The equations to predict cardiovascular risk developed in Framingham  have been very useful decision-making tools in clinical practice to prevent and control cardiovascular risk factors. Nonetheless, these equations were constructed within the framework of a population with high cardiovascular risk and their validity in the Medterranean population, which has a much lower incidence of cardiovascular disease, was questionable. For this reason, following a published methodology  for adapting the risk equation to populations that with differed from Framingham in the incidence and prevalence of risk factors, the original equation was adapted to the Spanish population. The approach included replacing Framingham equation’s incidence rate for that observed in the population of Girona (province), recorded in the REGICOR population register of cardiac disease, and replacing the prevalences with those observed over time in individuals who were free of cardiovascular disease in the 1995 cohort . Based on the adapted risk function, screening charts were developed for ease of use in clinical practice, showing the 10-year risk of heart attack according to a patient’s profile of risk factors (cholesterol, blood pressure, etc).
Shortly thereafter, the VERIFICA study was designed to validate the REGICOR adaptation of the Framingham equation for use in the Spanish population . Information was collected from participants in studies throughout Spain with varying risk profiles. The results were satisfactory and the risk predicted by the Framingham-REGICOR adapted function was very similar to the observed risk, while the original Framingham calculation, as had been suspected, clearly over-estimated the risk.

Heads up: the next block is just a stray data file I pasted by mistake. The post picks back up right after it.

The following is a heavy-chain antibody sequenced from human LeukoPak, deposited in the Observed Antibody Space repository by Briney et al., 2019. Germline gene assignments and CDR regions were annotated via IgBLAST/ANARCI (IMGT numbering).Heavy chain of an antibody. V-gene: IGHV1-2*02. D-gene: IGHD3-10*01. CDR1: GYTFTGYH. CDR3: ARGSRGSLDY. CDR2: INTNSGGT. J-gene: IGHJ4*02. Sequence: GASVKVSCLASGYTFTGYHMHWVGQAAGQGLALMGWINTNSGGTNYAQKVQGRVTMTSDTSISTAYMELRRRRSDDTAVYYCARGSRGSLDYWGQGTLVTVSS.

The next step was to incorporate new variables in addition to those used in the Framingham equation. One of those proposed was treatment for hypertension and for hypercholesterolemia, both of which were infrequent at the time the original equation was developed. One of the objectives of the FRESCO study  is to construct new functions that incorporate these treatments as a variable. On the other hand, with the growing awareness and collection of genetic data in recent years, the degree to which predictive functions can be improved by incorporating genetic variants is also being evaluated [6, 7]. Along these lines, various other biomarkers related to metabolism are being considered, including inflammation, hemodynamics, hemostasis and myocardial damage.
In order to adequately verify the risk equations and assess the degree of improvement achieved by incorporating new predictive variables, the proper statistical techniques have been incorporated, including the modification of the Hosmer-Lemeshow test for cohort follow-up (response with censored information) . Among the statistical methods used to measure improvement in predictive capacity achieved by incorporating new variables into the risk equation are the Net Reclassification Improvement Index (NRI), which measures the proportion of individuals with an event who were re-assigned to a higher risk group, and Integrated Discriminant Improvement (IDI) . Both methods have also been adapted for cohort study.
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